Scoping the non-EU: Brexit’s paradox

The IEA finally announced the winner of its Brexit Prize this week. Last June it unveiled a competition for submissions to map out in detail how the UK could leave the EU and pursue a new path. The winner would receive €100,000 (presumably ironically) and a handy rejoinder would be provided to all those who complain that ‘there’s not realistic alternative to EU membership.’

The winning entry came from Iain Mainsfield, one of our men in Manila, with his ‘Blueprint for Britain‘. And it’s worth a read.brexit

Essentially, Mainsfield pursues the line that the UK should leave via Art.50; negotiate membership of EFTA (but not the EEA); review all EU legislation in force in the UK with an eye to slimming down the burden; and negotiate a pile of FTAs with key trading partners. “The total long-term impact is estimated to be between -2.6% and +1.1% of GDP, with a best estimate of +0.1%.”

Let’s leave to one side the accusations of some about the process, and work on the basis that this reflects the considered (or at least, most supported) opinion of withdrawalists.

Firstly, it acknowledges that economic gains do not amount to a great deal in withdrawal. as Mainsfield himself says, the best estimate falls easily within the margin of error on GDP accounts. Even the best-case scenario only comes to 1.1% of GDP: not insignificant, but also not a land of milk and honey. More obvious was the downside risks, especially for a UK that would be asking for limits on such fundamentals as free movement of people.

Secondly, and as a consequence, it also acknowledges that withdrawal is a political decision, not an economic one. On this, I would have to agree very strongly. EU membership has always been as much about politics as economics, and is a reflection of the worldview that the UK wishes to articulate. Naturally, this also causes one to wonder whether third states will want to set up FTAs with a country that’s moving away from its local trading block.

Thirdly, it reminds us that withdrawal is a process and one that relies on others: Mainsfield spends some time discussing who might be a partner in negotiations and how much the UK might have to take what it’s given. Echoes of ‘they need us more than we need them’ resound here, not altogether convincingly.

Fourthly, it’s a relatively mundane proposal. As befits a diplomat, it’s as much about working the relationships and progressive demonstrations of commitment as it is about a fundamental shift in policy. It’s got bits of the Swiss option, the Norwegian option, the anglosphere, and the rest. No new structures, but extensions of existing frameworks. Pragmatic, in a word.

What is particularly striking is that it is not a bold rallying cry, but instead an operationalisation of a political moment. It is hedged in caution and framed by uncertainty, particularly about the intentions of others. As such, it travels more in hope than expectation.

This is something of a surprise, for such an investment of effort by the IEA, who have traditionally marked themselves out as the sensible, rational arm of the withdrawalist movement in the UK. It’s garnered some headlines today, but not obviously created a debate (except possibly on the future of Mainsfield’s career). Most ominously of all, it’s called the ‘Brexit prize 2014’, with that implicit promise of more to follow.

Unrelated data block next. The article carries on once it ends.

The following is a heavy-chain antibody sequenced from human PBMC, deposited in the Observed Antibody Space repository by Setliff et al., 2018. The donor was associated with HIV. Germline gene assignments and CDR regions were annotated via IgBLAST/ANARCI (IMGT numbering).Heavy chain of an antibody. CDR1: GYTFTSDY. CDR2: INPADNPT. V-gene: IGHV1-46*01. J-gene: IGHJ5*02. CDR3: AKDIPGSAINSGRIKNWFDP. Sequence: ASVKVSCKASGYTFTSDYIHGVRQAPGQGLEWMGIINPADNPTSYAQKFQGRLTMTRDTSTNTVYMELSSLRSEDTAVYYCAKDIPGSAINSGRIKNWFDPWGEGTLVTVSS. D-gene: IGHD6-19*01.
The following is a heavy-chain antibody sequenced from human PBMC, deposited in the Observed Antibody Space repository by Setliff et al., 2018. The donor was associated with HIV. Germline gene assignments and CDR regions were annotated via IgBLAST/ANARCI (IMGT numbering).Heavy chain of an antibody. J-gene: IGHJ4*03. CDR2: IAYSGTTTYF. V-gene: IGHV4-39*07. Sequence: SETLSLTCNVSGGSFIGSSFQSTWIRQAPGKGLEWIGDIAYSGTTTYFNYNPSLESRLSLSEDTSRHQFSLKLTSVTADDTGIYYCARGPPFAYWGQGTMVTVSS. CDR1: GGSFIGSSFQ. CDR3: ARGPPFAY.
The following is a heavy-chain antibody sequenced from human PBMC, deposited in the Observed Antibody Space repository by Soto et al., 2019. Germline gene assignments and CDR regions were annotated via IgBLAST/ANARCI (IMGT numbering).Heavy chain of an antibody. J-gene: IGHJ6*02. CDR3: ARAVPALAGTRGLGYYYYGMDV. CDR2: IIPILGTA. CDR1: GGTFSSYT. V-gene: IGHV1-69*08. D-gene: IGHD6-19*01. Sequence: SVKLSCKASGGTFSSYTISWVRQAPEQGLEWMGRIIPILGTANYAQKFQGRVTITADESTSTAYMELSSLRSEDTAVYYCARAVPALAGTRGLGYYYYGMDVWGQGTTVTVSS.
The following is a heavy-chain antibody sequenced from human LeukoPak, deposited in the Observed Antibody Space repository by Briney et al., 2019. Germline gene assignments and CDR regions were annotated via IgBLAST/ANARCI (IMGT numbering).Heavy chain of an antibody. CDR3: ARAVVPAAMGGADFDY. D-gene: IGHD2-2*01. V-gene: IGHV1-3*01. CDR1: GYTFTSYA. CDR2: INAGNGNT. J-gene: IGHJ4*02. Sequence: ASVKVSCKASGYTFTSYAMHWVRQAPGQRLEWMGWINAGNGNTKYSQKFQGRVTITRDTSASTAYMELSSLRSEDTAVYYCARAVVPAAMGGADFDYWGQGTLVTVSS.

So how to explain this?

The first thought is that this is part of the long game. Set out the play-book for a post-referendum/vote decision to leave, to show that such plans exist and can be made to work. Seen like that, having a diplomat win suddenly looks like a good thing. No need to frighten the horses, it’s in hand and doesn’t require any too radical to happen.

But that’s a very optimistic reading, for the report doesn’t – in of itself – move the debate closer to that decision on leaving the EU. Hence a certain paradox: we’re ready for something that isn’t happening.

As such, this can only ever be part of a piece with the more emotional arguments being thrown about by the likes of UKIP, who would struggle to operationalise the proverbial party. Those arguments are what has moved debate in the UK and what will be critical to any effort to secure a vote to leave. There’s a certain economy of effort, and a symbiosis, not that either party would care to admit it too much.

And yet in all this, what is most striking about the Mainsfield report is that it also highlights how British membership of the EU can be made to work better than it currently does: high levels of commitment and engagement by all levels of government, a positive approach to negotiations, a willingness to pursue trade liberalisation with an ever increasing number of third states. All of this can be done inside the EU, and gives the UK a stronger base on which to do it. Internally, it would preserve its institutional voice and its vote. Externally, its membership would signal its openness to trade, while simultaneously keeping the liberal block of the EU dominant (as Open Europe noted in its own report last week).

This is really the heart of the matter: it’s not about in/out (Kosmopolit has a very good read on just this), but about unpacking issues and policies. Within ‘in’ there is vast scope to secure different objectives, some of which are currently portrayed as only possible if the UK is out. Only with a more sophisticated and informed debate – among elites as well as the general population – will we be able to draw this out.